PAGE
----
Halsey – ‘Manic’ review


“My personal life is a disaster.” This statement, made by Halsey during the Zane Lowe interview would be a great alternative title for her third album. Manic is a statement record, a type of album one records to mark an important transition in their career. The moment in which a Tumblr alt-pop artist abandons most of the popular themes in order to get more personal. Manic ticks all the “deep”, concept album boxes: spoken parts between songs, interludes as separate tracks, mysterious titles… But is the music behind the concept any good? The short answer is yes. But not as good as I expected.

Halsey’s third album opens with a self-titled track Ashley, in which singer asks herself: Is it really that strange if I always wanna change? The question is an excellent representation of the album as a whole. It’s been known for months that Manic is going to be a messy release with the stand-alone single Without Me released in 2018, then transformed into the lead single, another track Nightmare removed from the tracklist completely and finally Graveyard overly exposed with its 11 TV performances. On January 17th, the public could finally listen to the whole album. Just like Ashley, most songs on the record are intimate ballads such as clementine, Finally // Beautiful Stranger or the closing track 929. 

Halsey is known for making music poppy enough to appear in the mainstream media, at the same time alternative enough to be mentioned alongside artists such as Lorde, Marina, Lana Del Rey or Melanie Martinez. The hit factor and anthemic composition presented in the past on tracks such as Colors or New Americana is the missing element on her newest body of work. The fact that songs on Manic aren’t typical Top 40 bangers is not the problem here. Most of the time they’re simply forgettable, and that’s the main issue.

Manic is lyrically the strongest Halsey album to date. Sonically, it’s another story. Singles such as Without Me or Graveyard are not a good representation of this record. Endless efforts to make the album meaningful and conceptual ended up killing the final effect.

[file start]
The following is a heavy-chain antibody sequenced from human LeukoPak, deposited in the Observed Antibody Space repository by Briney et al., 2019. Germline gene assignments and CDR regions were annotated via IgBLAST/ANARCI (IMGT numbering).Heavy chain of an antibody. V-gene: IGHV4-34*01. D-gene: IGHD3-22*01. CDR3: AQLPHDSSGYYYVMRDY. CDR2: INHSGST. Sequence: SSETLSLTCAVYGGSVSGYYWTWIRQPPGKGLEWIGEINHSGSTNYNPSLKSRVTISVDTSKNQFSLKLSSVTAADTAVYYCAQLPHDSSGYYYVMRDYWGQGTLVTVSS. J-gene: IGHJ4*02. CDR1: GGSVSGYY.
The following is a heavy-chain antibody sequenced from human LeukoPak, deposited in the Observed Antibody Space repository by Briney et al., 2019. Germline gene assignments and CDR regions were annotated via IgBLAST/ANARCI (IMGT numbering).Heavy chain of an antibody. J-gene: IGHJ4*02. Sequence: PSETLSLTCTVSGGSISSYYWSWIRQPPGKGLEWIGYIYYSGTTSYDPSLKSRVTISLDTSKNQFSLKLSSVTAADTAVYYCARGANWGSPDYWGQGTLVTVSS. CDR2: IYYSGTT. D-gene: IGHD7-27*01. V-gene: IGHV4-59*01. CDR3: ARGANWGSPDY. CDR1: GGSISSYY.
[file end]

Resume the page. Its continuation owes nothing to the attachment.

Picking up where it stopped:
The album has quite a few great songs hidden in between unnecessary interludes (only the one with Alanis Morisette is decent, but well, that’s Alanis.) 3am is a catchy pop-punk ballad which sounds almost like an Avril Lavigne tribute song. I HATE EVERYBODY has some amazing production from FINNEAS and quite a few strong lyrical moments too. Finally // Beautiful Stranger could be an example of how to make a good singer-songwriter ballad. The closing track 929 is pretty strong too but again, mostly thanks to honest and strong writing; And I remember the names of every single kid I’ve met
But I forget half the people who I’ve gotten in bed (…) And I’ve stared at the sky in Milwaukee, And hoped that my father would finally call me. 

I honestly feel like the purpose of this record was to make a statement. It seems to me like the singer wanted to show how many famous names she can successfully invite, tell a personal story and support it all with a strong radio single from two years earlier. Manic is definitely worth a listen… or maybe a read?

Leave a Reply

Fill in your details below or click an icon to log in:

WordPress.com Logo

You are commenting using your WordPress.com account. Log Out /  Change )

Google photo

You are commenting using your Google account. Log Out /  Change )

Twitter picture

You are commenting using your Twitter account. Log Out /  Change )

Facebook photo

You are commenting using your Facebook account. Log Out /  Change )

Connecting to %s